Gracious One, thank you that you inspire all medicine and healing! Thank you for innovators’ like the Mayo brothers, and their foresight to build their clinic! Thank you for their legacy of working to save the physical man and the physical woman! Thank you for the blessing Mayo Clinic has been, is, and will be to this state.

Jesus, bless the Mayo Clinic, their family, all employees and all properties their generations, homes, ideas, contributions in your authority. Cover the debts of the clinic with the currency of your blood. May all who will receive it, your life, also know that their Messiah has literal power to save the body, mind, and spirit of humankind! I cringe when I think of how many lives are lost due to our separation from You! How much health is squandered in conflict with friends, spouses?! 

Lord, I ask that You build a clinic for the spirit of man in Rochester! Will you bless us with ‘chesed’ as well as the healing of the human body? Will you inspire a place of intercession for the right relationships of men, women, boys, and girls? May your body, the Church, be restored to humbly ask and receive Your miraculous healing in body, mind, and spirit? Will You demonstrate your power to save in our State of Minnesota?

* http://www.mnhs.org/about/dipity_timeline.htm

**http://history.mayoclinic.org

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19th Century, Art, Culture, History, Intercession, Minnesota, music, women

Schubert Club Formed 1882

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Marion Ramsey

Forty St. Paul Women form the Schubert Club (named for the Austrian composer) “to give concerts and teach people about the joys of music.”*

What a gift You have given this state in the joys of music! Thank You for the diligence of these women, and their heart to bless others! May we excel in our hearts first, the mastery of instruments second, and the expressions of the stories You place within third!

See what’s happened in the past 134 years? https://schubert.org

Learn about its namesake? https://en.wikipedia.org/wiki/Franz_Schubert

*P.T.H. cites timeline formerly at this URL: mnhs.org/about/dipity_timeline.htm
The Minnesota Historical Society Web site, http://www.mnhs.org , is fantastic! Check it out! Images are from https://images.google.com/?gws_rd=ssl; again, an amazing resource!

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19th Century, Agriculture, farming, Food, History, Intercession, Minnesota, Natural Disaster, omnipresent history, Science

Rust Plagues Crops 1878

unknown

1878

“Rust, a parasite growing on barberry bushes brought west by settlers, severely damages wheat crops. Later epidemics of wheat rust lead to the outlawing of barberry bushes in 1918.

Epidemics occur again in 1904 and 1916 before the state outlaws the culprit carriers. The problem is eradicated over the next decades through the efforts of “Barberry Bees,” organized to dig up bushes, “Rust Busters Clubs” in schools, and bounties paid for reporting barberry in the 1940s.” *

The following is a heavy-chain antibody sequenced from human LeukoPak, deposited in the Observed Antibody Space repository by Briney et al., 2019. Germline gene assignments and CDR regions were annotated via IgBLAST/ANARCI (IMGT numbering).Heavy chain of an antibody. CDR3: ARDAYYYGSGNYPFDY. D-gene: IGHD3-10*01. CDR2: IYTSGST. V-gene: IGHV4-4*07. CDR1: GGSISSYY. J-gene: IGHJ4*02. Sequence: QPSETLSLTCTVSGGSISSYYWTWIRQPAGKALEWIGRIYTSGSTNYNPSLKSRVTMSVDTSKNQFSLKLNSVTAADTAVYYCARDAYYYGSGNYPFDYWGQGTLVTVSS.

Some days it is burdensome to read chapters of history like the Rust Plague. It feels like human perception of reality, myself included of course, is a one-trick pony. We fail over and over to see cause and effect relationships though surrounded with personal and practical examples.
When confronted with the tragic, we react with externalizing our pain. “It must be someone else’s fault that I have this problem”, we say to ourselves. Moreover, You are a convenient target for our misuse or overuse of natural resources.
Creator of All Nature, this is the ray of light I see in this Rust Plague; eventually the curious among us found a relationship. We found that transporting plants, namely berberis vulgaris, from their origins resulted in creating an undesired effect when they reached our desired destinations.** We loved progress, but lacked the knowledge and wisdom to enact it in this case.

Lord, was there something to this parasite outbreak other than nature? I believe that You are far more merciful to us than our sins deserve, but simultaneously maintain justice and enact wise judgments. You remain in perfect balance; neither favoring grace or truth. Our separation from You and our fellow man has its consequences. I can think of several events that happened in this time frame that caused massive unrest:
the creation of the Federal Reserve -1913
the negation of the Nicaragua Canal
the first foray into US nation-building that created the nation of Panama
the opening of the Panama Canal – 1914
sinking of the Lusitania – May 7, 1915
Poncho Villa raids US – 1916
President Wilson commits our troops to WWI, in spite of his campaign promise; “He kept us out of the war.” – 1917
Wilson “14 Point of Peace” – 1918
and extensive upheavals between labor and the industrialists.